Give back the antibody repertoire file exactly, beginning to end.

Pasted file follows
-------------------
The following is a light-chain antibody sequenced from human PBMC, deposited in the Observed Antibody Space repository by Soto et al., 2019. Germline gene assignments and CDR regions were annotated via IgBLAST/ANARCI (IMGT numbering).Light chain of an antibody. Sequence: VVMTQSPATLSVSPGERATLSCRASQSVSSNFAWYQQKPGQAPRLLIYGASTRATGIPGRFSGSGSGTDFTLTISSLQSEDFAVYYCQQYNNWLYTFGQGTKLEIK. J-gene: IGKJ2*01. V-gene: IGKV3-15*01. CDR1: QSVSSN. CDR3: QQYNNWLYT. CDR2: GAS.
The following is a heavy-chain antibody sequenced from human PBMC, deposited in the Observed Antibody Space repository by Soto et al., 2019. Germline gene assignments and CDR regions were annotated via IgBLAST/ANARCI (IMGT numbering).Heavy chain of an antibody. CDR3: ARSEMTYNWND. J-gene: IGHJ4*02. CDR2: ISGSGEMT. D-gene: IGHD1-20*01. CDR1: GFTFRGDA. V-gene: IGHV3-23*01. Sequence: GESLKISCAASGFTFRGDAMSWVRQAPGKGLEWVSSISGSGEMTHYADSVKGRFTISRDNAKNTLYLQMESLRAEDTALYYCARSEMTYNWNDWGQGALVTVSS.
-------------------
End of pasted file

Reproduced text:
The following is a light-chain antibody sequenced from human PBMC, deposited in the Observed Antibody Space repository by Soto et al., 2019. Germline gene assignments and CDR regions were annotated via IgBLAST/ANARCI (IMGT numbering).Light chain of an antibody. Sequence: VVMTQSPATLSVSPGERATLSCRASQSVSSNFAWYQQKPGQAPRLLIYGASTRATGIPGRFSGSGSGTDFTLTISSLQSEDFAVYYCQQYNNWLYTFGQGTKLEIK. J-gene: IGKJ2*01. V-gene: IGKV3-15*01. CDR1: QSVSSN. CDR3: QQYNNWLYT. CDR2: GAS.
The following is a heavy-chain antibody sequenced from human PBMC, deposited in the Observed Antibody Space repository by Soto et al., 2019. Germline gene assignments and CDR regions were annotated via IgBLAST/ANARCI (IMGT numbering).Heavy chain of an antibody. CDR3: ARSEMTYNWND. J-gene: IGHJ4*02. CDR2: ISGSGEMT. D-gene: IGHD1-20*01. CDR1: GFTFRGDA. V-gene: IGHV3-23*01. Sequence: GESLKISCAASGFTFRGDAMSWVRQAPGKGLEWVSSISGSGEMTHYADSVKGRFTISRDNAKNTLYLQMESLRAEDTALYYCARSEMTYNWNDWGQGALVTVSS.